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Found 10 results

  1. Yes, yet another systemd cheat sheet. I really like this one as it has a large list of reference links if you need more information. https://gist.github.com/mbodo/8f87c96ce11e91f80fbf6175412a2206
  2. Mattias Geniar has posted a useful list of resources to help understand systemd: https://ma.ttias.be/learning-systemd/
  3. Are there any non-linux kernels they currently support and if so, what does this mean for them? systemd is specifically for use with many features of the linux kernel and the big developers have no interest in trying to make it a universal tool. The project page lists a huge range of hardware and projects that Debian runs on. The one that jumps out at me from the list is kFreeBSD. Anyone know if it runs on a linux kernel?
  4. Whilst there are some threads concerning systemd there does not seem to be a thread about using systemd that I can find so this is just such a thread. This is a thread to post useful information on the general usage of systemd for whatever os. My tip is a little outside my knowledge zone but I can see that it looks very useful. http://jjacky.com/2013-10-06-run-triggers-on-systemd-journal-messages/ See I told you it was a useful tip.
  5. Tom Gundersen wrote: URL: https://www.archlinux.org/news/final-sysvinit-deprecation-warning/ Wondering if this is where my SAMBA issue came from, believe I am still running SAMBA via init especially considering the error I got in webmin about /etc/rc.d/samba ? Hmmmmmmmm
  6. I told you, resistance is FUTILE!!!!!! Tom Gundersen wrote: URL: https://www.archlinux.org/news/end-of-initscripts-support/ Looking at the systemd migration guide, this does not look like a piece of cake. I know Eric will probably say it is because he has already done it, but Eric is a "GURU" It is in print. Don't make me post the article again Eric.
  7. From the ArchLinux mailing list:
  8. I just replaced my old HP All-In-One which has been giving me fits for about 3 years. It finally died and let me off the merry-go-round. I got a Brother (they have a huge library of Linux drivers) DCP-7065DN monochrome laser with scan and copy. It sets up easy under Mepis because Brother provides rpm and deb packages with instructions and the Mepis wiki entry is easy to follow. I am now up to installing it on my Arch pure systemd desktop, and even though there is a great ArchWiki entry for this printer, it does not yet apply to systemd. I need to replace all the instances in the file with something designed for the Arch filesystem and systemd, not the in the instructions. Any suggestions about what to use or where to find instructions? I've looked at the systemd homepage and links, the ArchWiki pages associated with systemd and cups, and the mandatory internet search without finding anything really helpful. My best guess, and it is huge guess, in to use /etc/systemd to replace /etc/init.d and /etc/systemd/cups.service to replace /etc/init.d/cups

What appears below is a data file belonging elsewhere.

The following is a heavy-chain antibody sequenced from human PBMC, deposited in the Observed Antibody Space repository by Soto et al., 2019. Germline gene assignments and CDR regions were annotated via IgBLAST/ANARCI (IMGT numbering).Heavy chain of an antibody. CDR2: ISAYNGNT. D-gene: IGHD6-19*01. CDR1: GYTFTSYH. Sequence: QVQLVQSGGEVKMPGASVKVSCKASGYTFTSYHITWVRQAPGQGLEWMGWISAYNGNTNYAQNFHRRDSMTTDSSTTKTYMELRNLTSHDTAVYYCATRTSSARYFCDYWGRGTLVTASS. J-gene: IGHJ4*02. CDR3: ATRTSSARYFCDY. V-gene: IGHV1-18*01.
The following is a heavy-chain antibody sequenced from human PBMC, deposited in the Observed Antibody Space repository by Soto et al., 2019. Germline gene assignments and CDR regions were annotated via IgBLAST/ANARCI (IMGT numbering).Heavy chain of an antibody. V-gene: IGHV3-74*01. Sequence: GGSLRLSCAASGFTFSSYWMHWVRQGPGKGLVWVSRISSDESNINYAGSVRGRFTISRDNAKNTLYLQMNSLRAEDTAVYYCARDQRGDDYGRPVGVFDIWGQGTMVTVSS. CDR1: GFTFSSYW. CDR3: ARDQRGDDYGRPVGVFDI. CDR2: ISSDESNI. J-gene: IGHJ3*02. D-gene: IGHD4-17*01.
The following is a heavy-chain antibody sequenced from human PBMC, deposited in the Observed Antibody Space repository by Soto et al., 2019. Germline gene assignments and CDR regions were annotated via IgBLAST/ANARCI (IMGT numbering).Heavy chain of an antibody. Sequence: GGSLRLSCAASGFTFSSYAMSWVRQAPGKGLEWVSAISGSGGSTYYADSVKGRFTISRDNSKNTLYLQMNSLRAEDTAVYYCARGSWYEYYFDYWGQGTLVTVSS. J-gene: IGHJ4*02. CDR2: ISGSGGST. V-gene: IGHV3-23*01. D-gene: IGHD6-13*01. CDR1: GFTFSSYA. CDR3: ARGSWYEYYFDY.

9. ...How I Totally Borked My Arch Installation and Learned to Love the Bomb Hokee-dokee, folks... Since I can't seem to get auto-mounting to work anymore on my Arch installation and I'm still getting those annoying NOHZ soft_irq errors, I believe I'll completely convert my Arch installation from inits over to systemd today. If all goes well... YAY! If not, there are other remedies. Stay tuned for the updates...
  10. V.T. Eric Layton

    systemd and Arch Linux

    Well, I'll tell you folks like it is... Recently, Arch made some major changes in how their distribution handles hardware management. Currently, they are simultaneously offering udev (now within the new systemd-tools package) and systemd in the Core repos. For those of you not familiar with systemd, you should read here --> https://wiki.archlin...dex.php/Systemd To be blunt, I don't like what I see coming down the pike for Arch. I believe that systemd implementation will be an absolute nightmare. I'm no Linux guru, but after reading how systemd works and how utterly different it is from current methods that the majority of distributions are using, I'm not too thrilled with this "improvement". I believe it may be time for me to say so long to Arch. It's been fun. I don't have any major criticisms. Arch is a fabulous distribution. I thoroughly enjoyed playing with it and learning things. However, I'm no young Linux whipper-snapper these days. I kinda' like old and trustworthy over new and exciting. I'll probably continue to have Arch as a tester somewhere on one of my systems, but I won't be depending on it as my backup OS anymore. This change may be taking place soon. We'll see.
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